‘Will you shut up, man?’
How to deal with chronic interrupters
Whether you’re making a pitch in person, brainstorming on a Zoom call, or standing behind a podium attempting to explain your economic policies, it can be incredibly frustrating if you’re continually interrupted by others while trying to make a point — for both you and anyone who is watching or participating in the conversation.
While it may be part of the natural rapport among your friends to verbally cut each other off, the more formal the setting, the more jarring the interruption. “Context is being aware of the situation. Are you hanging out with friends or at work? Or, at a town meeting debating an important project,” says Valerie Di Maria, principal at the10company, a PR and communications agency in New York. “Understanding the people involved is also critical. Are they well-meaning but so enthusiastic they can’t help themselves? Or are they so egocentric they force their ideas on everyone?”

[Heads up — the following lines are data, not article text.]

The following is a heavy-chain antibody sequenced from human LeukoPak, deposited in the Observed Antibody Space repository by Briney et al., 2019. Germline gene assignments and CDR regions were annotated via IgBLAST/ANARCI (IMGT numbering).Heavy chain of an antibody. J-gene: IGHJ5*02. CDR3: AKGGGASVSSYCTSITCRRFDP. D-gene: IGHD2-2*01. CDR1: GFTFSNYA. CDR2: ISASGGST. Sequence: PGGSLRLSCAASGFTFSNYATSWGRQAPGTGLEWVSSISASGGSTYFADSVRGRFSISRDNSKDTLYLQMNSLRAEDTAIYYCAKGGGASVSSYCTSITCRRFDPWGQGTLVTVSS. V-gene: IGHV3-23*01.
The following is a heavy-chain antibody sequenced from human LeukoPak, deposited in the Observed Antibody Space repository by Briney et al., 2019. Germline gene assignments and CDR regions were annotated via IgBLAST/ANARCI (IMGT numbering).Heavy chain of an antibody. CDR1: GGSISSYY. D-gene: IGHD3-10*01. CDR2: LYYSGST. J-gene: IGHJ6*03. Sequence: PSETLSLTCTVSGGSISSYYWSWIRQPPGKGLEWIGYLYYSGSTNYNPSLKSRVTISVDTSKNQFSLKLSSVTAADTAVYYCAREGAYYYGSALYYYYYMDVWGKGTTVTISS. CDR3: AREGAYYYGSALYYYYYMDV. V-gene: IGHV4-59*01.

We asked a collection of communication experts to weigh in on the best ways to deal with people who constantly interrupt you. You might be surprised at the range of — and often conflicting nature — of their answers. Read what they have to say and find a strategy that works best for you: